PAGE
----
Passing on cultural traditions

Today’s BlogHer Find Your Roots prompt is about family traditions. Of course we in the States have our standard holidays with their traditions, with some variation by family. The only special cultural tradition I’ve kept from my childhood has to do with New Year Good Luck Foods. There are no other Dutch traditions I know of.

My Japanese side has a LOT of cultural traditions. I think the Japanese have the most holidays and celebrations of any country, but they don’t get celebrated much by Japanese in the States. I don’t know anyone here who throws roasted soybeans out the door in February for Setsubun, shouting, “Oni wa soto! Fuku wa uchi!” That  means, “Demons get out! Happiness come in!” Japanese have a thing for cleaning the house of dirt and bad spirits each year and starting fresh. I do clean the house extra well just prior to New Year’s Day, like the spring cleaning tradition in the U.S. which I suspect most people don’t follow anymore. I don’t know if my Japanese friends do this New Year cleaning anymore either, but I just can’t stop myself. Mom taught me well.

I’m fortunate to live in St. Louis where we have the annual Japanese Festival on Labor Day weekend at the Missouri Botanical Garden. MoBot has the biggest and arguably the most lovely Japanese garden in the country, and the biggest Japanese Festival. That’s when everyone becomes part Japanese. People of all races are seen wearing yukata, the cotton summer kimono which are sold by a vendor there. We dance around the yagura, a raised stage holding a singer/leader and taiko drummers. This folk dancing is done as part of the annual Obon festival, where in Japan the people welcome back the spirits of deceased ancestors for a few days. There is so much going on at our St. Louis festival, like a crash course in all things Japanese. My mother dearly loved it because it made her feel she was back in Japan. You can see my video of the St. Louis Japanese Festival on YouTube. Especially now that my mother is gone, I have to keep up the tradition of bon dancing, or bon odori. Tsukiga … deta deta ….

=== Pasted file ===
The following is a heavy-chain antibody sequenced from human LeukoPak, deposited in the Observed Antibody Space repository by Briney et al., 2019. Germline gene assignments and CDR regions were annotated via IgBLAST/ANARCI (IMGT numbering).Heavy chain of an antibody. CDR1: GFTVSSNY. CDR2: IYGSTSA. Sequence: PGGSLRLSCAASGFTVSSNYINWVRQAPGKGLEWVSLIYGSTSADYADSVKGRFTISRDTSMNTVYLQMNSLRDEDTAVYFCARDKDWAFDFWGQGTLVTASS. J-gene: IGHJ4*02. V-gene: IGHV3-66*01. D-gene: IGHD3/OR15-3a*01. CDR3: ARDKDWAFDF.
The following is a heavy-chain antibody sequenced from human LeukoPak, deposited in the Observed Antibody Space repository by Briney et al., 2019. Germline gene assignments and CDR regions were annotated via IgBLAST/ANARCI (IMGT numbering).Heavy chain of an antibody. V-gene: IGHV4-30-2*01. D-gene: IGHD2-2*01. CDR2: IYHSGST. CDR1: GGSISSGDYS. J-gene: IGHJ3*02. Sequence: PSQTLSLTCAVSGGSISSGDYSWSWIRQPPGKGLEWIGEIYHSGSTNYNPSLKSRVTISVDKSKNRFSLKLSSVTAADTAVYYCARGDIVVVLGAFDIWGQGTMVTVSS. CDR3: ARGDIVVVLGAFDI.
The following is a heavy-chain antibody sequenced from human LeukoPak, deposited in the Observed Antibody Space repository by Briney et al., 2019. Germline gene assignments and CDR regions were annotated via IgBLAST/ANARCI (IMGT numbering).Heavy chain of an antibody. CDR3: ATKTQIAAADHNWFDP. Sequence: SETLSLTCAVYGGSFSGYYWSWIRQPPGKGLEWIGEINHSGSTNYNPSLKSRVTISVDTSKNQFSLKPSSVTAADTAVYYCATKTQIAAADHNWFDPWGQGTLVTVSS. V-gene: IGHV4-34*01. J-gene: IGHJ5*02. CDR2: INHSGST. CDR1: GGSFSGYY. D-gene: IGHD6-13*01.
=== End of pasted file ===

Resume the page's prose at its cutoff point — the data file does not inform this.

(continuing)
Tossing mist during a "Tanabata" Star Festival storytelling

Tossing mist during a “Tanabata” Star Festival storytelling


About moonbridgebooks

Co-author of Cherry Blossoms in Twilight, a WWII Japan memoir of her mother's childhood; author of Poems That Come to Mind, for caregivers of dementia patients; Co-author/Editor of Battlefield Doc, a medic's memoir of combat duty during the Korean War; life writing enthusiast; loves history and culture (especially Japan), poetry, and cats
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2 Responses to Passing on cultural traditions

  1. Jan Morrill says:

    I’ve never heard about the tradition of Setsubun, but I’m going to mark my calendar for 2014 and give it a try. I love that! Thanks for sharing these traditions, Linda. 🙂

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